So Gitana 11 is flying towards the small Puerto de la Luz, or “Port of Light”, wich they should reach it in the middle of the afternoon. Currently sailing at between 27 and 29 knots with 1 reef in the solent, Gitana 11 scarcely seems handicapped, although in this morning's radio chat, Lionel Lemonchois lamented “not being able to pass the 30-knot threshold, as we need to take care of our lovely boat. This is not the time to throw caution to the wind!”
Lionel Lemonchois, at 10:00 this morning : “The weather conditions were too bad to make the stop at Madeira. It's one thing to stop, but another to get going again under optimum conditions! Nevertheless, the planned stop there has resulted in us losing a bit of time, but it was difficult to anticipate this as the weather was so unstable. A stop of less than 2 hours would be ideal, and everything's ready on land. We have to remove the tip of the foil that's stuck in the float and replace it with the new foil. We've been reluctant to stop for quite some time, as the boat has been behaving very nicely, but we can't afford to keep taking risks. We'll only waste a little bit of time and then hopefully get back in the thick of things very quickly.”
Several Gitana Team operatives have been dispatched to the port and are awaiting Gitana 11 to ensure the job gets done as swiftly as possible: Olivier Wroczynski, known as “Zolive”, a specialist in missions of this kind, William Fabulet, the Gitana 11 boat captain, and Sébastien Thetiot. They left France on Tuesday night to be sure of being able to intervene, irrespective of the location and timing of the boat's stop.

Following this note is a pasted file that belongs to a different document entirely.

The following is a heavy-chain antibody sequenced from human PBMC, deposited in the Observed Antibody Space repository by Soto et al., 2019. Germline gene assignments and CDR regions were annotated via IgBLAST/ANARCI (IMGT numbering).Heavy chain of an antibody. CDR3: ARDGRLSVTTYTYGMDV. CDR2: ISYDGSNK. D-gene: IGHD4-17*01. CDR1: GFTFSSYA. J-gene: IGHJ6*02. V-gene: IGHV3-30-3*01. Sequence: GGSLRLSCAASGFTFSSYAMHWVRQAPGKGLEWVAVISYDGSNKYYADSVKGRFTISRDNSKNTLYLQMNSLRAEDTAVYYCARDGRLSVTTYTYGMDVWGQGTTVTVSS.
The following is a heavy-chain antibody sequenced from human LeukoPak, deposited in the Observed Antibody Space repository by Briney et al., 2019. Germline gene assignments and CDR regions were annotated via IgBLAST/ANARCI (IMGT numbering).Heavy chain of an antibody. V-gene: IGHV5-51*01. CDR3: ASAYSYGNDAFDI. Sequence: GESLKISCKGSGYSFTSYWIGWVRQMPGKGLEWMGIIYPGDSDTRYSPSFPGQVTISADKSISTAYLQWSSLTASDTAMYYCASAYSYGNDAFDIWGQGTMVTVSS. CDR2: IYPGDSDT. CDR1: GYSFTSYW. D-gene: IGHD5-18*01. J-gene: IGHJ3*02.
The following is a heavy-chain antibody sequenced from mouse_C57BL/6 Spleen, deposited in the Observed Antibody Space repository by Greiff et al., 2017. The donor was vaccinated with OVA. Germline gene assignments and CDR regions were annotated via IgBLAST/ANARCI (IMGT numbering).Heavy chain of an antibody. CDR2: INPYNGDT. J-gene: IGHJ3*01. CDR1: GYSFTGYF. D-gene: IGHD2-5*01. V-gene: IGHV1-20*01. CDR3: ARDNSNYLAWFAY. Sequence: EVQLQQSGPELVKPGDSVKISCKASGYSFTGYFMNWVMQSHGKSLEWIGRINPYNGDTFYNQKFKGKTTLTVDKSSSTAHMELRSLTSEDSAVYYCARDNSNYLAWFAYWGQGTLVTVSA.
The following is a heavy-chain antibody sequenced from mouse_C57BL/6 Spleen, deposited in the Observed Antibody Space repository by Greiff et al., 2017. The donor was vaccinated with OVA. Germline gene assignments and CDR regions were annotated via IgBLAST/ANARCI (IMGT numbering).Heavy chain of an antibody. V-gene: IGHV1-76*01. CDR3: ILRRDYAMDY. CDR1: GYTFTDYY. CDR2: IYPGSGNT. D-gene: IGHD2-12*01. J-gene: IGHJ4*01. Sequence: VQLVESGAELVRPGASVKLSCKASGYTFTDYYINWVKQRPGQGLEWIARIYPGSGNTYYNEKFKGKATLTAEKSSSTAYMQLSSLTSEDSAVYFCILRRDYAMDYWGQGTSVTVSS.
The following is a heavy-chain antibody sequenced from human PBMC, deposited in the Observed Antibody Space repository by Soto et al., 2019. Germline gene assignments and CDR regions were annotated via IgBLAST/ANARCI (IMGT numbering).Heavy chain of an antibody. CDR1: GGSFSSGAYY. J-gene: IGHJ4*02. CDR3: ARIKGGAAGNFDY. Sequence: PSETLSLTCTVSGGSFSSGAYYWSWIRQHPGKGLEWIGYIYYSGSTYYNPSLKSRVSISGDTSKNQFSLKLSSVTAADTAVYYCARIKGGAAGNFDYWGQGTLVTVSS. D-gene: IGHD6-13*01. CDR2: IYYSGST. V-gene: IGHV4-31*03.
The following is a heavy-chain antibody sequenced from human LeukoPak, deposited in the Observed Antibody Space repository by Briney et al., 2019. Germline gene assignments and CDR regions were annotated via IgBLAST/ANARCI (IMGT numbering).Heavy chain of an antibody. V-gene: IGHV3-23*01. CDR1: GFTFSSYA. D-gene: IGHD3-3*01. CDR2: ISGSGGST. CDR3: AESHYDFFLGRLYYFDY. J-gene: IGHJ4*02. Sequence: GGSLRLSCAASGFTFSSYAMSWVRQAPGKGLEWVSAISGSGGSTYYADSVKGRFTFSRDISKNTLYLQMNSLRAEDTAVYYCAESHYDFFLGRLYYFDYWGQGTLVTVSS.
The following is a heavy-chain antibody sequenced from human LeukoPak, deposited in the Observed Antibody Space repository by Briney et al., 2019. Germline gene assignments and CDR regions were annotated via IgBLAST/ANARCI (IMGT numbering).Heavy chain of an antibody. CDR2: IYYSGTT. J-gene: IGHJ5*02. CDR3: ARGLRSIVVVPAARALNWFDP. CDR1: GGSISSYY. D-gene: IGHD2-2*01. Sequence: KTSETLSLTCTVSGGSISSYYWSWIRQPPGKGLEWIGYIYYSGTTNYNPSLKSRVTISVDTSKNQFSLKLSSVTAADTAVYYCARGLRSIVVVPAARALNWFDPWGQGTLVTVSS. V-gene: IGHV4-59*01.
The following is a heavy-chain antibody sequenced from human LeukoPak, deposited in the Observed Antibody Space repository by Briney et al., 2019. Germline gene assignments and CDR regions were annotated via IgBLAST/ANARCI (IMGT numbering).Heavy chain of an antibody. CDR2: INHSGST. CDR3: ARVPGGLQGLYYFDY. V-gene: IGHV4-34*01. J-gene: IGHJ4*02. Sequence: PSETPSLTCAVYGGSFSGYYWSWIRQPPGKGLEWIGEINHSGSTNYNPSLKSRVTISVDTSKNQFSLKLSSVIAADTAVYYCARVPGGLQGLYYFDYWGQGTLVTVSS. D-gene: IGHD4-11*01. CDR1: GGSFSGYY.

Meanwhile, back among the monohulls…
Loïck Peyron, the skipper of Gitana Eighty but also the Gitana Team's general manager, it keeping a close eye on the unfolding operation. But despite his dual role, the man from La Baule has still managed to build on his current third place in the fleet by gaining 25 miles on his closest rival Michel Desjoyeaux.
Gitana Eighty is sailing mainsail and gennaker up amid 12-15 knots of wind on the fringe of the ridge of low pressure, and is intent on maintaining this position. Loïck Peyron and Jean-Baptiste Le Vaillant are taking turns at the helm in order to optimise the boat's trajectory, while delighting in discovering just what she is capable of.
But there is one worry on board… their water supplies:
“We're really enjoying the meals prepared by the Domaine du Mont d'Arbois, we never expected to be eating so well at sea. It's that good that we might even put on weight! But we're starting to get slightly low on water and so have chosen to start rationing ourselves already!“